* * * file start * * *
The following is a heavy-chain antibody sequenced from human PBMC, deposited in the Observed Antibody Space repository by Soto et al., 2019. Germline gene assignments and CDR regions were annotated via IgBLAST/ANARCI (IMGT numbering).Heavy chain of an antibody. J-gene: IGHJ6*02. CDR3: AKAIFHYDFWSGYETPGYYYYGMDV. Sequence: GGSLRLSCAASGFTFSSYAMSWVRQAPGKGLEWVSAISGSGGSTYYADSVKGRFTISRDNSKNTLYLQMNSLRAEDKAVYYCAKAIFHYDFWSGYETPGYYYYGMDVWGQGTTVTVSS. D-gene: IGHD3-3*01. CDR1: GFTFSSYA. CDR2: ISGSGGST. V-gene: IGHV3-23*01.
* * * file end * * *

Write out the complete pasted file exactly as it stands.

The following is a heavy-chain antibody sequenced from human PBMC, deposited in the Observed Antibody Space repository by Soto et al., 2019. Germline gene assignments and CDR regions were annotated via IgBLAST/ANARCI (IMGT numbering).Heavy chain of an antibody. J-gene: IGHJ6*02. CDR3: AKAIFHYDFWSGYETPGYYYYGMDV. Sequence: GGSLRLSCAASGFTFSSYAMSWVRQAPGKGLEWVSAISGSGGSTYYADSVKGRFTISRDNSKNTLYLQMNSLRAEDKAVYYCAKAIFHYDFWSGYETPGYYYYGMDVWGQGTTVTVSS. D-gene: IGHD3-3*01. CDR1: GFTFSSYA. CDR2: ISGSGGST. V-gene: IGHV3-23*01.